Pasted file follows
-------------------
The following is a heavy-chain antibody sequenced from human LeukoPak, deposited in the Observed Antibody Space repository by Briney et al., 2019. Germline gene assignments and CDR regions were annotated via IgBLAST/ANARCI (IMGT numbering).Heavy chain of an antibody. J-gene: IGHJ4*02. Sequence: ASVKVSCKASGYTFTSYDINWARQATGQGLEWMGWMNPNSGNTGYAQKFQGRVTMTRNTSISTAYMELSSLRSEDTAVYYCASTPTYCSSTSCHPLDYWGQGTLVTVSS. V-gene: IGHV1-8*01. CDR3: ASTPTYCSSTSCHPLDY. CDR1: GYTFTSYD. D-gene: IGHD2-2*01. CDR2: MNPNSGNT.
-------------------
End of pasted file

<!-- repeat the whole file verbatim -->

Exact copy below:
The following is a heavy-chain antibody sequenced from human LeukoPak, deposited in the Observed Antibody Space repository by Briney et al., 2019. Germline gene assignments and CDR regions were annotated via IgBLAST/ANARCI (IMGT numbering).Heavy chain of an antibody. J-gene: IGHJ4*02. Sequence: ASVKVSCKASGYTFTSYDINWARQATGQGLEWMGWMNPNSGNTGYAQKFQGRVTMTRNTSISTAYMELSSLRSEDTAVYYCASTPTYCSSTSCHPLDYWGQGTLVTVSS. V-gene: IGHV1-8*01. CDR3: ASTPTYCSSTSCHPLDY. CDR1: GYTFTSYD. D-gene: IGHD2-2*01. CDR2: MNPNSGNT.